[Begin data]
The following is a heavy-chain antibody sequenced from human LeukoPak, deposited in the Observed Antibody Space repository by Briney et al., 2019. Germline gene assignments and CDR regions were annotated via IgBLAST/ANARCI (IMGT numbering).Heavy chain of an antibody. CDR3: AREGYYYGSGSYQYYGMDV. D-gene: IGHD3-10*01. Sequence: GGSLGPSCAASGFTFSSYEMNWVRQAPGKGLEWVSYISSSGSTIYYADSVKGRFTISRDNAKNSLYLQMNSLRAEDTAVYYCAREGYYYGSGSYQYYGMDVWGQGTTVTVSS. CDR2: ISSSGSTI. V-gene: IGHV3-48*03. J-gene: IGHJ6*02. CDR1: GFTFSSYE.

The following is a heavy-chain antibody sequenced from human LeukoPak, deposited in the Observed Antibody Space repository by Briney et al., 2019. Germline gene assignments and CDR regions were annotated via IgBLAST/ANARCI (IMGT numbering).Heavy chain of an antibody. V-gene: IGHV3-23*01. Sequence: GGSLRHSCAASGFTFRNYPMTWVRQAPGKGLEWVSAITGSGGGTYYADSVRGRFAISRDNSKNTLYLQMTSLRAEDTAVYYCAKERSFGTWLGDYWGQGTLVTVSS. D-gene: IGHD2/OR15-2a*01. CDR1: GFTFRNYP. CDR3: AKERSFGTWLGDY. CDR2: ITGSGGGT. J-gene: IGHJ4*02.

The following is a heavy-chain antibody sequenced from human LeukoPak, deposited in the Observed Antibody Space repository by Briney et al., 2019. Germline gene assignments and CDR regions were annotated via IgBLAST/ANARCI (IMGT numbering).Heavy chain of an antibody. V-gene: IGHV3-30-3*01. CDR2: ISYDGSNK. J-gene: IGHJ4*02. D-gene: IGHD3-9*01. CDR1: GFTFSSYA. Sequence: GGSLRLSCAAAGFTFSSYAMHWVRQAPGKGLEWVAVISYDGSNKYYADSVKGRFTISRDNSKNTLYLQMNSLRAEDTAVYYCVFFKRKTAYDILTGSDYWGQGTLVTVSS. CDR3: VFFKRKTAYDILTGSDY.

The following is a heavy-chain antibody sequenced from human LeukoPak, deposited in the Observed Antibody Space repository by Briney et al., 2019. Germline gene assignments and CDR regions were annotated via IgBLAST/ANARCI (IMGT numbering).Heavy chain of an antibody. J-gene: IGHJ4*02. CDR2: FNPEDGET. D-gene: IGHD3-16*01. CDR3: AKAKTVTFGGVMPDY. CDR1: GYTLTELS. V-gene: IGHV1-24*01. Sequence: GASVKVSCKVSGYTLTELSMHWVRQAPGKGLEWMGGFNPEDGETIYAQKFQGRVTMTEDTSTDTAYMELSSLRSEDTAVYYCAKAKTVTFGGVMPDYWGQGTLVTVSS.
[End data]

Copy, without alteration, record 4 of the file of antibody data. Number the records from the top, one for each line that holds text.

The following is a heavy-chain antibody sequenced from human LeukoPak, deposited in the Observed Antibody Space repository by Briney et al., 2019. Germline gene assignments and CDR regions were annotated via IgBLAST/ANARCI (IMGT numbering).Heavy chain of an antibody. J-gene: IGHJ4*02. CDR2: FNPEDGET. D-gene: IGHD3-16*01. CDR3: AKAKTVTFGGVMPDY. CDR1: GYTLTELS. V-gene: IGHV1-24*01. Sequence: GASVKVSCKVSGYTLTELSMHWVRQAPGKGLEWMGGFNPEDGETIYAQKFQGRVTMTEDTSTDTAYMELSSLRSEDTAVYYCAKAKTVTFGGVMPDYWGQGTLVTVSS.